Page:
Wood Mackenzie: China’s Solar Exports Boom 64% In 2022 Despite Global Trade Tensions

Highlights :

  • High power prices compelled consumers and developers from around the world to buy more solar panels from China.
  • Europe remained the China’s top solar module export market with 56% share.
Wood Mackenzie: China’s Solar Exports Boom 64% In 2022 Despite Global Trade Tensions Violators of Domestic Content Requirement Norms To Face Strict Action

A new report from Wood Mackenzie has revealed that solar exports of China grew 64% to $52 billion in 2022 despite global trade tensions.

Wood Mackenzie research director Alex Whitworth held that trade tensions have taken a back seat to high power prices driven by the energy crisis, and this is causing consumers and developers from around the world to buy more solar panels from China.

Wood Mackenzie mentions that China’s exports were mainly dominated by modules in 2022 – Europe remained the country’s top solar module export market with 56% share. But solar cells saw more than 100% growth as the global PV market expanded, with Southeast Asia taking 31% share of China’s solar cell exports.

US tariffs on Chinese-made modules have driven module production to Southeast Asia, where many manufacturing facilities import cells from China.

Chinese modules kept their cost-competitiveness against other markets in 2022 and were up to 57% cheaper than US and EU produced modules. This price gap was mainly driven by material cost, where China holds the advantage due to low energy costs, scale advantages and government support, whereas US and EU solar module manufacturing is not competitive without subsidies, holds Wood Mackenzie.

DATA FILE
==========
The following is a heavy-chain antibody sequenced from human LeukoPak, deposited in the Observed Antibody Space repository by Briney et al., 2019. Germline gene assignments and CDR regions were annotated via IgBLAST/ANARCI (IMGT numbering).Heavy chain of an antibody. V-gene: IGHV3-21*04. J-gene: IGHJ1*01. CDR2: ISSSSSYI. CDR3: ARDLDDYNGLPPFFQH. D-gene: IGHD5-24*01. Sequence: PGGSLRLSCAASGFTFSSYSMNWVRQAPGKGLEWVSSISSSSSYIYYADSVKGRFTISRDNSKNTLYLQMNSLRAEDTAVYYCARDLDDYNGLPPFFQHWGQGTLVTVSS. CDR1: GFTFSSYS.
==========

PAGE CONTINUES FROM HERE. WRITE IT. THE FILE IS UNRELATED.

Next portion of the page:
China On Expansion Spree

Wood Mackenzie analysis held that in addition to domestic supply needs, Chinese export capacity for upstream wafers and cells will grow to more than 230 GW in 2026. This capacity will be more than sufficient to meet global market demand outside China of 170-GW by that year.

Available module capacity for export in China is also expected to grow gradually to 149GW by 2026, leaving some room for other markets to expand module production, mentions Wood Mackenzie. More manufacturers are investing in upstream sectors which are more profitable than modules.

US, EU, And India Are No Challenge To China

Whitworth says in Wood Mackenzie report that the US is counting on the IRA, which will allocate at least US$41 billion to stimulate domestic manufacturing. But costs still favour imported modules, and even as more local module production comes online in coming years, there will be persistent dependence on imports of components from Asia.

 “In Europe, the EU is advocating trade restrictions to secure local PV manufacturing but lacks specific policies to propel capacity build outs and displace imports. India also has great ambitions to expand its PV manufacturing, but financial support is insufficient to reach aggressive targets,” added Whitworth.

With a mature supply chain and large production capacity for export, Southeast Asia has benefitted from China-targeted PV trade policies by the US, as more module production has moved to the region. However, Chinese manufacturers hold 55% of Southeast Asia’s PV manufacturing capacity, which relies on Chinese-produced components.

Trade Restrictions Challenge Chinese Manufacturers To Globalise Operations

“As more markets demand local jobs and investment for solar, Chinese manufacturers are well positioned to grow as global technology providers,” added the Wood Mackenzie official.

Companies outside of China also have opportunities, but it will be challenging for them to escape China’s low-cost supply chain and pool of expertise that has taken over a decade to develop.

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